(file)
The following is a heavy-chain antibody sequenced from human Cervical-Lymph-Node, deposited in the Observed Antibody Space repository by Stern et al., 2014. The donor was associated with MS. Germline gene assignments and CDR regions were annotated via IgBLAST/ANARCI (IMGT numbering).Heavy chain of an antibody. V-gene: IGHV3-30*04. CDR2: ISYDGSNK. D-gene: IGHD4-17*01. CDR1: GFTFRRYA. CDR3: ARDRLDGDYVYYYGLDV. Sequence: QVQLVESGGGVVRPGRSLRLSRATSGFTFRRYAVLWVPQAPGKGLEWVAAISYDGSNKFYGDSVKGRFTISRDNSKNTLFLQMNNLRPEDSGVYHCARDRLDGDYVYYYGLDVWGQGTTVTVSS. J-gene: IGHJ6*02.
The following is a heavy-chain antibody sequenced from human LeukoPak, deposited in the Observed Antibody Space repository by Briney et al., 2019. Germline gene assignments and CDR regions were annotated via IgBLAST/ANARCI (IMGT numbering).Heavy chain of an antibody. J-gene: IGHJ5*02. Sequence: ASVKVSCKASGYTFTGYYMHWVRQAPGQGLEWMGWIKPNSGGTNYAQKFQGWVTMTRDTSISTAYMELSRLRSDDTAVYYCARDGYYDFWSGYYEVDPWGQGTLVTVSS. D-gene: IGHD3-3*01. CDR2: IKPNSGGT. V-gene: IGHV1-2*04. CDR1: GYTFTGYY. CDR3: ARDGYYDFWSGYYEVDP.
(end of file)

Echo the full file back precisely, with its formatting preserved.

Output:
The following is a heavy-chain antibody sequenced from human Cervical-Lymph-Node, deposited in the Observed Antibody Space repository by Stern et al., 2014. The donor was associated with MS. Germline gene assignments and CDR regions were annotated via IgBLAST/ANARCI (IMGT numbering).Heavy chain of an antibody. V-gene: IGHV3-30*04. CDR2: ISYDGSNK. D-gene: IGHD4-17*01. CDR1: GFTFRRYA. CDR3: ARDRLDGDYVYYYGLDV. Sequence: QVQLVESGGGVVRPGRSLRLSRATSGFTFRRYAVLWVPQAPGKGLEWVAAISYDGSNKFYGDSVKGRFTISRDNSKNTLFLQMNNLRPEDSGVYHCARDRLDGDYVYYYGLDVWGQGTTVTVSS. J-gene: IGHJ6*02.
The following is a heavy-chain antibody sequenced from human LeukoPak, deposited in the Observed Antibody Space repository by Briney et al., 2019. Germline gene assignments and CDR regions were annotated via IgBLAST/ANARCI (IMGT numbering).Heavy chain of an antibody. J-gene: IGHJ5*02. Sequence: ASVKVSCKASGYTFTGYYMHWVRQAPGQGLEWMGWIKPNSGGTNYAQKFQGWVTMTRDTSISTAYMELSRLRSDDTAVYYCARDGYYDFWSGYYEVDPWGQGTLVTVSS. D-gene: IGHD3-3*01. CDR2: IKPNSGGT. V-gene: IGHV1-2*04. CDR1: GYTFTGYY. CDR3: ARDGYYDFWSGYYEVDP.